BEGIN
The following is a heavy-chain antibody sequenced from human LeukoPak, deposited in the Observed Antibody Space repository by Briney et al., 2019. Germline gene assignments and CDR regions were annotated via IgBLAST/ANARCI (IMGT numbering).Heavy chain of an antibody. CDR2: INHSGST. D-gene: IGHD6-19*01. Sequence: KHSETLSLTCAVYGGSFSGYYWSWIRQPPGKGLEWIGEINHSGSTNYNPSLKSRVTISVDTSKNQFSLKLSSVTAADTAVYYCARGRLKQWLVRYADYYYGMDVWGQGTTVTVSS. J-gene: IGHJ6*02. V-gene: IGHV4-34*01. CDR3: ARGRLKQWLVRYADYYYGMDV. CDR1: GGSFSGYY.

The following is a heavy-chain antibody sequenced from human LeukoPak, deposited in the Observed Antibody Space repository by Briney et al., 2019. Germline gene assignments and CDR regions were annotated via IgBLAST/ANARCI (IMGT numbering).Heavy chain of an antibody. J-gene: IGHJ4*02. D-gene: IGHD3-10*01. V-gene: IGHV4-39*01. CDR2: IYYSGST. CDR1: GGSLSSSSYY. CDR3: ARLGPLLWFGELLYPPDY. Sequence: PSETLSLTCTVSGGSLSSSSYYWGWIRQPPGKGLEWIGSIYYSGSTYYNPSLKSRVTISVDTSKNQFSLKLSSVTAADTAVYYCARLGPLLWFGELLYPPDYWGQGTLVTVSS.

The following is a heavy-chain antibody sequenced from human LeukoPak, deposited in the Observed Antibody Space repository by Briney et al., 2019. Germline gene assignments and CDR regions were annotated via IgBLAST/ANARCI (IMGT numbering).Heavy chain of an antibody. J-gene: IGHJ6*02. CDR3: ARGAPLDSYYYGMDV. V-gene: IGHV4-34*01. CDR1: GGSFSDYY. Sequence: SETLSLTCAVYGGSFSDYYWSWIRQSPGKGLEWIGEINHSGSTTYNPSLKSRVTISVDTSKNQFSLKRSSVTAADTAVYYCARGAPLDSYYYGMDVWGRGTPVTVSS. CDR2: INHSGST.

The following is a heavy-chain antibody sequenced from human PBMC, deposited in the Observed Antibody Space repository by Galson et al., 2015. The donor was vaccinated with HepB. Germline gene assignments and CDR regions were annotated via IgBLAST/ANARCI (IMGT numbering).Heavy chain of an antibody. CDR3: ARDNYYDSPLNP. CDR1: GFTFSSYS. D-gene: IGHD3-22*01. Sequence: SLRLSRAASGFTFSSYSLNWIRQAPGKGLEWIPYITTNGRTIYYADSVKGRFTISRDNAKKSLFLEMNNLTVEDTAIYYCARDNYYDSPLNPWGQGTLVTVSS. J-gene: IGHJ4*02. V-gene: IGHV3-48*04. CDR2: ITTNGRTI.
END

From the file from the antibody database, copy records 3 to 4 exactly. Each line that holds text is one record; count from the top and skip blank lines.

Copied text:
The following is a heavy-chain antibody sequenced from human LeukoPak, deposited in the Observed Antibody Space repository by Briney et al., 2019. Germline gene assignments and CDR regions were annotated via IgBLAST/ANARCI (IMGT numbering).Heavy chain of an antibody. J-gene: IGHJ6*02. CDR3: ARGAPLDSYYYGMDV. V-gene: IGHV4-34*01. CDR1: GGSFSDYY. Sequence: SETLSLTCAVYGGSFSDYYWSWIRQSPGKGLEWIGEINHSGSTTYNPSLKSRVTISVDTSKNQFSLKRSSVTAADTAVYYCARGAPLDSYYYGMDVWGRGTPVTVSS. CDR2: INHSGST.

The following is a heavy-chain antibody sequenced from human PBMC, deposited in the Observed Antibody Space repository by Galson et al., 2015. The donor was vaccinated with HepB. Germline gene assignments and CDR regions were annotated via IgBLAST/ANARCI (IMGT numbering).Heavy chain of an antibody. CDR3: ARDNYYDSPLNP. CDR1: GFTFSSYS. D-gene: IGHD3-22*01. Sequence: SLRLSRAASGFTFSSYSLNWIRQAPGKGLEWIPYITTNGRTIYYADSVKGRFTISRDNAKKSLFLEMNNLTVEDTAIYYCARDNYYDSPLNPWGQGTLVTVSS. J-gene: IGHJ4*02. V-gene: IGHV3-48*04. CDR2: ITTNGRTI.